Hong Kong saw the formation of a new “political party,” headed by 19 year-old student Joshua Wong – a young man with no experience and no explanation as to who is funding him or backing him politically. The party, called “Demosisto,” was described by the BBC in their article, “Hong Kong student leader Joshua Wong forms political party,” as demanding “self-determination” for Hong Kong – an ambition pushed primarily by US and British interests, not the people of Hong Kong.
The BBC would report that:
Mr Wong was a leading figure in the so-called Umbrella Movement in 2014, which aimed to secure greater voting rights for the territory’s residents.
“Street activism is not enough if we want to fight for a better future,” Mr Wong told the BBC.
“We have to enter the system, create a political party and shape the political agenda, in order to drive forward our movement for self-determination.”
Although Mr Wong is too young to run for office, Demosisto will put forward candidates in Legislative Council elections in September.
The BBC is clearly and intentionally omitting obvious questions and answers regarding the new party, “Demosisto,” such as who is funding it, who is backing it, and who really is running it when clearly the 19 year-old Joshua Wong is merely a figurehead incapable of conjuring up a political party from scratch in Hong Kong’s otherwise highly competitive sociopolitical environment.
Obvious Western Proxies
Hong Kong, seized by the British in 1841 and handed back – tentatively – to China in 1997, still suffers from the influence and ambitions of both London and their hegemonic successors in Washington and on Wall Street. The latest manifestation of this influence and ambition was the “Occupy Central” movement that sprung up in 2014 among a milieu of US and British-backed agitators with direct financial and political ties to the West.
The foreign ties driving the protests were quickly exposed despite immense propaganda, denials, and deception from the foreign-funded movement’s leadership. The 2014 “Occupy Central” mobs attracted only a minority of Hong Kong’s population, before finally fizzling out in the face of not government crackdowns, but growing public backlash.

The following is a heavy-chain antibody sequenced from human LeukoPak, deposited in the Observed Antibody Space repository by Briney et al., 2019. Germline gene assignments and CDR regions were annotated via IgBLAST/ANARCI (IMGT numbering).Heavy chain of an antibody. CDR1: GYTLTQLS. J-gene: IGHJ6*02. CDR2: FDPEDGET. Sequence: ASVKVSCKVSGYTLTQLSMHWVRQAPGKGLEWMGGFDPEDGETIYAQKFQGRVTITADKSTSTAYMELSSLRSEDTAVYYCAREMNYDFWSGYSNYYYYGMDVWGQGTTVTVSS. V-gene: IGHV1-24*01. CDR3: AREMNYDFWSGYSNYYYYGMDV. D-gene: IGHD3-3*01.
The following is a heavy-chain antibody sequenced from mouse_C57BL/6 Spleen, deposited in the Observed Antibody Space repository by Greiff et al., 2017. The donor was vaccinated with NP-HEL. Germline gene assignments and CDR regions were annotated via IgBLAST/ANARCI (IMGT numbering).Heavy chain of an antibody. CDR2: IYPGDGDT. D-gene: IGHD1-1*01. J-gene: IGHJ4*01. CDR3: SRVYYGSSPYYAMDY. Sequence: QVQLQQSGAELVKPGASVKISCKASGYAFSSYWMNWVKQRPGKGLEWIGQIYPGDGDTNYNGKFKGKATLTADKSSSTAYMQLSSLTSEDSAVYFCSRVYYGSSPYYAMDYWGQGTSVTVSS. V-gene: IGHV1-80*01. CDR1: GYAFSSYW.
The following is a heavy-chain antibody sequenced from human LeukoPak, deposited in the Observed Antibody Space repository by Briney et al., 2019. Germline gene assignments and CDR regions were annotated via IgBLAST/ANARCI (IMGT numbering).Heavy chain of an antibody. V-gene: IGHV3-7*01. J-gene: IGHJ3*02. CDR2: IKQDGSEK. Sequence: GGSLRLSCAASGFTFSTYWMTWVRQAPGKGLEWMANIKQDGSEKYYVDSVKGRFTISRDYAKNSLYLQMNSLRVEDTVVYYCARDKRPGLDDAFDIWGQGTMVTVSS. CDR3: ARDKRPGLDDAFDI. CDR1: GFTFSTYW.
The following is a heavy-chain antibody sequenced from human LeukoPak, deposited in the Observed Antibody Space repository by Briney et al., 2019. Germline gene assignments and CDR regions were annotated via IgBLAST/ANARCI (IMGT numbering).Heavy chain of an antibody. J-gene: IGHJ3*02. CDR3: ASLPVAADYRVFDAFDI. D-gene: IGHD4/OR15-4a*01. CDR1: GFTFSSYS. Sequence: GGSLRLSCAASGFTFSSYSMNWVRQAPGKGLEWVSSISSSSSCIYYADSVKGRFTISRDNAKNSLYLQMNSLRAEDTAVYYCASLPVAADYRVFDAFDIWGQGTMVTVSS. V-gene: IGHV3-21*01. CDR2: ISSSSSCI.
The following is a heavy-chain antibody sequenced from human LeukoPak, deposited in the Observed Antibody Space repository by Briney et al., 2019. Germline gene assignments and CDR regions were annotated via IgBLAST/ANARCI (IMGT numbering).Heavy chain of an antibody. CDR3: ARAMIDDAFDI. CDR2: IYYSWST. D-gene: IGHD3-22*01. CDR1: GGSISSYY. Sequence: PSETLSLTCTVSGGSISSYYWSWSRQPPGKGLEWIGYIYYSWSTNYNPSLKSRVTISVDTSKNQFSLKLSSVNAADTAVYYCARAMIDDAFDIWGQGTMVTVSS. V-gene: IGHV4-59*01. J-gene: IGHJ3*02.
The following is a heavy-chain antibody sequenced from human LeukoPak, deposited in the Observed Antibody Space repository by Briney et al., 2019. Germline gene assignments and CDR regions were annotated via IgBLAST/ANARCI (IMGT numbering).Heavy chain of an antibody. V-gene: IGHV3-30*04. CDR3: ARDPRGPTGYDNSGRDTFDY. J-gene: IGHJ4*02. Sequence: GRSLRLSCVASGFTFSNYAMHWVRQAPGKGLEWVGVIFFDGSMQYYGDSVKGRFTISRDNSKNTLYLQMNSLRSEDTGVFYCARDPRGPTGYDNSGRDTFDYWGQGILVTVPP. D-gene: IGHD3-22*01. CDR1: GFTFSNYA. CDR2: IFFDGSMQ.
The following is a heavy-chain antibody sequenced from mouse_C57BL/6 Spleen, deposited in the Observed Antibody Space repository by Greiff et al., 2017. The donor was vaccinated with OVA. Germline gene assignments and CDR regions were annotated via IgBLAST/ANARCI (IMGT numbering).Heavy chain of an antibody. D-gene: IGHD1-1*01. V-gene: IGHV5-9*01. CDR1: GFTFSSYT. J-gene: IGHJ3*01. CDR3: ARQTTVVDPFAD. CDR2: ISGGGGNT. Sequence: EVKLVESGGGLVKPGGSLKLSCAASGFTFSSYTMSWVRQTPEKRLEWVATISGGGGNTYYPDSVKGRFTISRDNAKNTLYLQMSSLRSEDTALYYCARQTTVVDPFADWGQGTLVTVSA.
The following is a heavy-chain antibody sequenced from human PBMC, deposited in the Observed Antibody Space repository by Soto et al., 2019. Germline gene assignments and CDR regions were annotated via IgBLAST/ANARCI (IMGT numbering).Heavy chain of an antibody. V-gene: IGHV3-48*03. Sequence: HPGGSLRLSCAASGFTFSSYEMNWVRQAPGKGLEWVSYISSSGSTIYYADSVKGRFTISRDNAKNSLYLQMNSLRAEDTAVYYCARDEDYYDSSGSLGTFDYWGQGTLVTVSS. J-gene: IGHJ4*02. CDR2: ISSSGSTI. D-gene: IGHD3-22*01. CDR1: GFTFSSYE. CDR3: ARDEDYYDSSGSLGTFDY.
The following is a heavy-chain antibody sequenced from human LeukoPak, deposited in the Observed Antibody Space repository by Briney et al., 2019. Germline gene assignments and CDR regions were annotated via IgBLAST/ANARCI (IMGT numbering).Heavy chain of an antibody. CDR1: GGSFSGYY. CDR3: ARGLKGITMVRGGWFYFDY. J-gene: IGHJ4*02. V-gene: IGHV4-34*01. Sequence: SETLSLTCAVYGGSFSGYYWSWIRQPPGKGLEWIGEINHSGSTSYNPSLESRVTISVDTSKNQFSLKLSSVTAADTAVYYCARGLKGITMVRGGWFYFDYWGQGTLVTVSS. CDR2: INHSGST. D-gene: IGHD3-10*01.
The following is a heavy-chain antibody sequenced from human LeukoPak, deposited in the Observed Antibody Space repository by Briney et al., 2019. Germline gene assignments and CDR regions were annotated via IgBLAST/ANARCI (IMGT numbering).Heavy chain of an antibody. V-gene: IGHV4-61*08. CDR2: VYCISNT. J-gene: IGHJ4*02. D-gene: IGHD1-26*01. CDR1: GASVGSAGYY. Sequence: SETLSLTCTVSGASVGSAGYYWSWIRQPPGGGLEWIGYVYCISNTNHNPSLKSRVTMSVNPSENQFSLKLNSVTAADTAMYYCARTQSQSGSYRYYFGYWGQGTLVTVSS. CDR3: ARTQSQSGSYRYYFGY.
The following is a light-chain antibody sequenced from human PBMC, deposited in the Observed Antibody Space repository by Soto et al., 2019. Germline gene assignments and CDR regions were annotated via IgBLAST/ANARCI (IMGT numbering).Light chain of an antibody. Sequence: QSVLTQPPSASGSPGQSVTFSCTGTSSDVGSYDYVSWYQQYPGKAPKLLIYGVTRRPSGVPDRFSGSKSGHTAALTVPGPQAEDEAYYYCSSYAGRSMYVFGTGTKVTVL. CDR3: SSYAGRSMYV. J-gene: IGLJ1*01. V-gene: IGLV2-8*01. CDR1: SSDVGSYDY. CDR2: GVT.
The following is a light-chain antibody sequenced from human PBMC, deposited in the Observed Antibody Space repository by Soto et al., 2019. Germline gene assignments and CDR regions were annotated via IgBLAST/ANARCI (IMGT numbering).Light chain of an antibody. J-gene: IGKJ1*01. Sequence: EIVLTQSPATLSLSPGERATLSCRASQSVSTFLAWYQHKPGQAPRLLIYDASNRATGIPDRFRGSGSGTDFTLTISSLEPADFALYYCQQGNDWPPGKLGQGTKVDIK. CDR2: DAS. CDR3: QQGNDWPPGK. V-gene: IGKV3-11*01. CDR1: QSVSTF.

Besides Joshua Wong, other “Occupy Central” leaders including Benny Tai and Martin Lee had obvious and direct ties to the United States government, with Tai’s political and academic activity almost entirely subsidized by the US State Department, and with Lee having literally traveled to Washington just ahead of the protests to speak before the National Endowment for Democracy (NED) to lobby for aid he would soon receive.
In the wake of the protests, Joshua Wong, Benny Tai, and Martin Lee would all be invited to Washington by their US sponsors to receive an award from NED-subsidiary, Freedom House.
Freedom House’s own website featured an entry for the event titled, “Freedom House marks its 75th anniversary by honoring three generations of Hong Kong democracy leaders: Joshua Wong, Benny Tai and Martin C. M. Lee.”
What is perhaps most indicative of the deceit propagated by the “Occupy Central” movement and its US sponsors is the fact that despite Martin Lee’s trip to Washington before the protests and his role during them, he and his US sponsors repeatedly claimed he was not involved in the “Occupy Central” movement – only to be recognized for his leadership role during the Freedom House event in 2015 afterwards.
In fact, the US NED itself would post a rebuttal to claims of Lee’s involvement in the protests titled, “The National Endowment for Democracy and support for democracy in Hong Kong,” in which it stated:
While Mr. Lee and Ms. Chan are leading democratic figures in Hong Kong, they are neither leaders nor organizers of the current protests; neither are they grantees of the NED.
Freedom House, however, by inviting him to recognize his leadership during “Occupy Central,” with Lee himself literally carrying one of the symbolic “yellow umbrellas” carried by the agitators during the protests onto the stage with him, thoroughly contradicts NED’s earlier denials.
Between verified funding received by Benny Tai from the US State Department, Martin Lee’s trip to Washington before the protests lobbying for assistance, and Tai, Lee, and Joshua Wong’s pilgrimage to Washington to receive their “award” for their participation in foreign-funded subversion afterwards, the notion that Wong’s new party, “Demosisto,” stands for Hong Kong’s “self-determination” is an absolute absurdity.
Hong Kong’s future, through these three men and the political fronts they lead, is clearly being determined from abroad, and more specifically, by Washington, not by the people of Hong Kong.
It would seem that the West’s return of Hong Kong to the Chinese people was done only begrudgingly, with attempts since then to maintain control over the territory through political proxies.
During the Freedom House event, all three US-backed agitators admitted that their work sought not only to influence Hong Kong, but to serve as a vector for their political movement to make its way deeper into mainland China.
In this wider sense, this means that not only is the West trying to maintain control over its former colonial holdings in Hong Kong, but is also trying to expand this control deeper into China as well. Western ambitions to encircle and contain China has been a matter of stated foreign policy since the “Pentagon Papers” were leaked in the 1970s. Considering the deep, foreign nature of the so-called opposition movement in Hong Kong, the notion of “self-determination” appears to be a parody, not a principle – hidden behind by Western political proxies like Joshua Wong, not upheld by them.